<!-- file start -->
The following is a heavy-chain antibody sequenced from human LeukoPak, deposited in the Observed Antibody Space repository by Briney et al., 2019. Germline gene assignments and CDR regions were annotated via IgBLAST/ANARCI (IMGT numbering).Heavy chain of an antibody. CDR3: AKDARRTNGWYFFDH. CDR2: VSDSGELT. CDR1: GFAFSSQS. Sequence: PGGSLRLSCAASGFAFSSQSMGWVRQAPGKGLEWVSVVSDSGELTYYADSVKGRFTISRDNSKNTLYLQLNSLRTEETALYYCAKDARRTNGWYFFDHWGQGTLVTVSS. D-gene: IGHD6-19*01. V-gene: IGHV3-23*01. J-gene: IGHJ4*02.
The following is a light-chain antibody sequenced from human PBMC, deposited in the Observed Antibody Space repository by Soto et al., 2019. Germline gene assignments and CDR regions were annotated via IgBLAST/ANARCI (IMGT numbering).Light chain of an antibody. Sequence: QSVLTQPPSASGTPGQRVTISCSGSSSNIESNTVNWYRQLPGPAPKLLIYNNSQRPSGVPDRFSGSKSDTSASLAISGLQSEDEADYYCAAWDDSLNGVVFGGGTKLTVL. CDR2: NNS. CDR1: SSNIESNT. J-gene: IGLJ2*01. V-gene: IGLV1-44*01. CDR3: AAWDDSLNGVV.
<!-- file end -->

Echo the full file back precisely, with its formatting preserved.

The following is a heavy-chain antibody sequenced from human LeukoPak, deposited in the Observed Antibody Space repository by Briney et al., 2019. Germline gene assignments and CDR regions were annotated via IgBLAST/ANARCI (IMGT numbering).Heavy chain of an antibody. CDR3: AKDARRTNGWYFFDH. CDR2: VSDSGELT. CDR1: GFAFSSQS. Sequence: PGGSLRLSCAASGFAFSSQSMGWVRQAPGKGLEWVSVVSDSGELTYYADSVKGRFTISRDNSKNTLYLQLNSLRTEETALYYCAKDARRTNGWYFFDHWGQGTLVTVSS. D-gene: IGHD6-19*01. V-gene: IGHV3-23*01. J-gene: IGHJ4*02.
The following is a light-chain antibody sequenced from human PBMC, deposited in the Observed Antibody Space repository by Soto et al., 2019. Germline gene assignments and CDR regions were annotated via IgBLAST/ANARCI (IMGT numbering).Light chain of an antibody. Sequence: QSVLTQPPSASGTPGQRVTISCSGSSSNIESNTVNWYRQLPGPAPKLLIYNNSQRPSGVPDRFSGSKSDTSASLAISGLQSEDEADYYCAAWDDSLNGVVFGGGTKLTVL. CDR2: NNS. CDR1: SSNIESNT. J-gene: IGLJ2*01. V-gene: IGLV1-44*01. CDR3: AAWDDSLNGVV.